A kinaesthetic approach to space.
By introducing the hypothesis through the point of view of a physiotherapist the author directs us toward a kinesthetic approach to space, framing it within the domestic scale.
I tried to explore a similar example of “choreography” at the scale of the city.
Citymapper and the expected city.
Like a stage director, our mobile tells us how and when to move, by granting us access to increasingly accurate predictions. This guides our speed, trajectories, the position we stand in on a platform. From an object fitting inside our hand, we are given an ability to grasp infrastructures at the scale of the large metropolis.
This can be considered a major improvement, granting optimal comfort, better time management, fluidity, avoiding stressful situations and bad surprises.
Citymapper, How to get to...
What could we be losing in the process for a less troubled life?
The name of the collective the author is part of and presenting here, Constant, made me do an association with eponymous Dutch artist and the work of his movement : the International Situationists.
Building the field that they named Psychogeography, they set a series of experimentations exploring the way that a geographical environment dialogues and affects individual behaviours. One of their main works revolves around “The Theory of the Drift’ (La Théorie de la Dérive, 1956), a way of negotiating with the urban space, through unplanned journeys where they would "let themselves be drawn by the attractions of the terrain and the encounters they find there".
The Naked City; Guy Debord and the Situationists, 1958.
The drift theory is meant as a playful experience, and places encounter and chance in the center of an improvised choreography.
Leaving aside any preconceived idea or constraint with the city, the participants would start drifting according solely to the geography of the urban landscape, their emotions and feelings.
Transport apps are likely to be the exact opposite to this radical approach.
Could we be witnessing the death of randomness, surprise and coincidence?
We won’t be learning by practice, by our repeated movements, but by knowledge and predictions, dictated by an application carried by each individual. Our bodies won’t be learning by progressively getting accustomed to a path, a recurring situation, by getting into a habit, or choosing a non linear, non optimised trajectory within a city.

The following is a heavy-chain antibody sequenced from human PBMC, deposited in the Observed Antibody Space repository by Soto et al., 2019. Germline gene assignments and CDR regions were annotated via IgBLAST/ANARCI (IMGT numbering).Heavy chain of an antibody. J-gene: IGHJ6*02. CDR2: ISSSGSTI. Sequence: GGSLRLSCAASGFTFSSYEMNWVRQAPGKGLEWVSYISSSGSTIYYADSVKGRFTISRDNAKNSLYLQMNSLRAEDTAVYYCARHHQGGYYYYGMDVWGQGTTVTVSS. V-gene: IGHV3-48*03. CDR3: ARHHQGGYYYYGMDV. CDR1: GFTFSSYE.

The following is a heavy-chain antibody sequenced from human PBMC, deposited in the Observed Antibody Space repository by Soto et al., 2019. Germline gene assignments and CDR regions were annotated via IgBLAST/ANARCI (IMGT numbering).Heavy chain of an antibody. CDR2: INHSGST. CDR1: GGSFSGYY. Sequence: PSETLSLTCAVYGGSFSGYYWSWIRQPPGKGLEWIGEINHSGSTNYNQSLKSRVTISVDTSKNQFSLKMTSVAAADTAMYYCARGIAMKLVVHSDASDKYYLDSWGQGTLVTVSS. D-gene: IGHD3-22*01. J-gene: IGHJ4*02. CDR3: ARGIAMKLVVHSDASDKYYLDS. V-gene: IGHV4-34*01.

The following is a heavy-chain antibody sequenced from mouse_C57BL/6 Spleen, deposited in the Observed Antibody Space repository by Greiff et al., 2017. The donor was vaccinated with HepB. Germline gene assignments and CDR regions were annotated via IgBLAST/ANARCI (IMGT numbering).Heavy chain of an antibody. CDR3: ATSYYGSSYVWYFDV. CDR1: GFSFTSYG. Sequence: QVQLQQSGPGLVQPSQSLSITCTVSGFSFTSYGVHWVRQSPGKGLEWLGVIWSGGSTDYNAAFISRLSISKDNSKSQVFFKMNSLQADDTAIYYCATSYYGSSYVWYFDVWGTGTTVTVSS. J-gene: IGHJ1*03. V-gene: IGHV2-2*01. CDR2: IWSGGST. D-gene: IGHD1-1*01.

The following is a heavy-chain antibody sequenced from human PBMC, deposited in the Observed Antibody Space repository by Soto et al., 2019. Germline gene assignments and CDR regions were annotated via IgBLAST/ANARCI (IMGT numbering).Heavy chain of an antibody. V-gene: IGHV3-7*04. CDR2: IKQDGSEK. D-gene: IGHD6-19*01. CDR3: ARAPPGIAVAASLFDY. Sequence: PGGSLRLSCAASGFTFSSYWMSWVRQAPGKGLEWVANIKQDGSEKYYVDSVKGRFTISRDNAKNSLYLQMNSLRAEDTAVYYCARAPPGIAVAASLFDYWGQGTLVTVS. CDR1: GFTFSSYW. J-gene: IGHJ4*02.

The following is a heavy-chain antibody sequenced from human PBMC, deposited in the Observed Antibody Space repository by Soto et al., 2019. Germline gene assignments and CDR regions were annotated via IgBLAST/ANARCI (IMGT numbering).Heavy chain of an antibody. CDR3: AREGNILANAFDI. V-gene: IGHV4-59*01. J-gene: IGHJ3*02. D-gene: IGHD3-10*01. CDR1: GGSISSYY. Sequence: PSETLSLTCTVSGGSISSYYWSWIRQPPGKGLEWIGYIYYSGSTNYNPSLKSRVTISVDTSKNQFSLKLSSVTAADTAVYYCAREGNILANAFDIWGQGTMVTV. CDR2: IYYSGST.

Our senses might become less alert, to the sound of a train approaching, the vibration of the ground announcing its arrival. We won’t be unfolding maps to plan a journey, and be able to locate it within a territory, nor getting lost and discovering a beautiful road we never would have noticed.
This echoes both parts of the text “A fish can’t judge the water”. The first one that depicts the disappearance of materiality and the importance of being aware and critical when this vanishing occurs. And the second one about the political importance of Open Source, that while not allowing seamless experiences, offers freedom and possibility to be an enlightened actor of our actions and creations. Where mistakes, bugs, and imperfect practices benefit creation and thinking.
The ideas developped in the text could be read also for physical objects that have always been defining our surroundings, and the way we "negotiate" with it.
We would consider a city well designed if the infrastructures disappear to allow for a smooth experience of the city. Every design, at every scale, has always had a part of knowledge that escapes to the users, we are not all civil engineers, architects, planners... They have also always been very political, rigid, decisions, that influence the way we live and move around our homes, our buildings, and cities, and those decisions are imposed on the users of the space. They will have to trust that the ones doing it are knowledgeable enough, and doing their job at their best (best should be defined, in a time when social impact of constructions has been pushed away to the benefit of economic interests). Maybe the changes occuring in the technologies that are filling our "milieus" could be a great opportunity to become more enlightened users, and practitioners.
The text sounds as much as a warning as a way of inviting to shift our attention towards the importance and impact of reflecting upon and creating our tools. At a time of exponentially fast changes, this is a political statement, as every creation is. Training our critical sense, taking a step back, reflecting on things that are being designed for us to forget about them, seems more important than ever.
If the fish had the same possibilities, who would dare to judge the water infront of him?